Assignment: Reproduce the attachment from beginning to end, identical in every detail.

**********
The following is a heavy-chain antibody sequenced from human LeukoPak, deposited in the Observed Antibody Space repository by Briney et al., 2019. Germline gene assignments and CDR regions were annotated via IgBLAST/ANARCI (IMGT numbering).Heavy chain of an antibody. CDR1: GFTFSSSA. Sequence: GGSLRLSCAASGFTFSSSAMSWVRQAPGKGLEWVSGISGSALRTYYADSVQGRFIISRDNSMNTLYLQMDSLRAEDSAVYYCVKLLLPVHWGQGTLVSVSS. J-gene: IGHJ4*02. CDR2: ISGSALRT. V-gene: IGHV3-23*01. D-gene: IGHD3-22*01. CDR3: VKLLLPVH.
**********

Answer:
The following is a heavy-chain antibody sequenced from human LeukoPak, deposited in the Observed Antibody Space repository by Briney et al., 2019. Germline gene assignments and CDR regions were annotated via IgBLAST/ANARCI (IMGT numbering).Heavy chain of an antibody. CDR1: GFTFSSSA. Sequence: GGSLRLSCAASGFTFSSSAMSWVRQAPGKGLEWVSGISGSALRTYYADSVQGRFIISRDNSMNTLYLQMDSLRAEDSAVYYCVKLLLPVHWGQGTLVSVSS. J-gene: IGHJ4*02. CDR2: ISGSALRT. V-gene: IGHV3-23*01. D-gene: IGHD3-22*01. CDR3: VKLLLPVH.